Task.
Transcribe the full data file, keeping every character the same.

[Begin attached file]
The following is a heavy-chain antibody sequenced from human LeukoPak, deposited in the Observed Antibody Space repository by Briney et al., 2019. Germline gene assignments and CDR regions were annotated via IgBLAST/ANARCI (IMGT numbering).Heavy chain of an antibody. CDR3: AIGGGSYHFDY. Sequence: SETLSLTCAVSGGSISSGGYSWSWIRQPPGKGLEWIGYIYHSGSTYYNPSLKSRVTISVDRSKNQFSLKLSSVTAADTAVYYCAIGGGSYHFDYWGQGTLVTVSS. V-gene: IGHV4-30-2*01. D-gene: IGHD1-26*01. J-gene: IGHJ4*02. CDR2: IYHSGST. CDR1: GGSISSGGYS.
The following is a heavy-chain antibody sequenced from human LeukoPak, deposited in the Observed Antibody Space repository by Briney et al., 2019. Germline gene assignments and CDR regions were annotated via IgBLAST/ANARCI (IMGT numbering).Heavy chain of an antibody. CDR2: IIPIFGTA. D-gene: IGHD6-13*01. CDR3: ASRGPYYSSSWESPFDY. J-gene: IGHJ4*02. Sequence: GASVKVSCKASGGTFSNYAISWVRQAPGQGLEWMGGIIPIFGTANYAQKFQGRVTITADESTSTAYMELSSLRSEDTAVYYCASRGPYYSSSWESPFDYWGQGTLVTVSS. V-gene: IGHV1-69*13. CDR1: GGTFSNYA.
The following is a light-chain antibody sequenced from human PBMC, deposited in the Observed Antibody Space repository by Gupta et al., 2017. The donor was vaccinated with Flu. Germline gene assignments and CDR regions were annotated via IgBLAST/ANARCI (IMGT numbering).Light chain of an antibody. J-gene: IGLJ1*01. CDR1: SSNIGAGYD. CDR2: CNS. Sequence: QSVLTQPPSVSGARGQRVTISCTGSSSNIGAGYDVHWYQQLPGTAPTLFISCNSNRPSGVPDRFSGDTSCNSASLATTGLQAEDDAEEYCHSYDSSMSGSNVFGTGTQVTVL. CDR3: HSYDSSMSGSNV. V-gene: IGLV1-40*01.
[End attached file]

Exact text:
The following is a heavy-chain antibody sequenced from human LeukoPak, deposited in the Observed Antibody Space repository by Briney et al., 2019. Germline gene assignments and CDR regions were annotated via IgBLAST/ANARCI (IMGT numbering).Heavy chain of an antibody. CDR3: AIGGGSYHFDY. Sequence: SETLSLTCAVSGGSISSGGYSWSWIRQPPGKGLEWIGYIYHSGSTYYNPSLKSRVTISVDRSKNQFSLKLSSVTAADTAVYYCAIGGGSYHFDYWGQGTLVTVSS. V-gene: IGHV4-30-2*01. D-gene: IGHD1-26*01. J-gene: IGHJ4*02. CDR2: IYHSGST. CDR1: GGSISSGGYS.
The following is a heavy-chain antibody sequenced from human LeukoPak, deposited in the Observed Antibody Space repository by Briney et al., 2019. Germline gene assignments and CDR regions were annotated via IgBLAST/ANARCI (IMGT numbering).Heavy chain of an antibody. CDR2: IIPIFGTA. D-gene: IGHD6-13*01. CDR3: ASRGPYYSSSWESPFDY. J-gene: IGHJ4*02. Sequence: GASVKVSCKASGGTFSNYAISWVRQAPGQGLEWMGGIIPIFGTANYAQKFQGRVTITADESTSTAYMELSSLRSEDTAVYYCASRGPYYSSSWESPFDYWGQGTLVTVSS. V-gene: IGHV1-69*13. CDR1: GGTFSNYA.
The following is a light-chain antibody sequenced from human PBMC, deposited in the Observed Antibody Space repository by Gupta et al., 2017. The donor was vaccinated with Flu. Germline gene assignments and CDR regions were annotated via IgBLAST/ANARCI (IMGT numbering).Light chain of an antibody. J-gene: IGLJ1*01. CDR1: SSNIGAGYD. CDR2: CNS. Sequence: QSVLTQPPSVSGARGQRVTISCTGSSSNIGAGYDVHWYQQLPGTAPTLFISCNSNRPSGVPDRFSGDTSCNSASLATTGLQAEDDAEEYCHSYDSSMSGSNVFGTGTQVTVL. CDR3: HSYDSSMSGSNV. V-gene: IGLV1-40*01.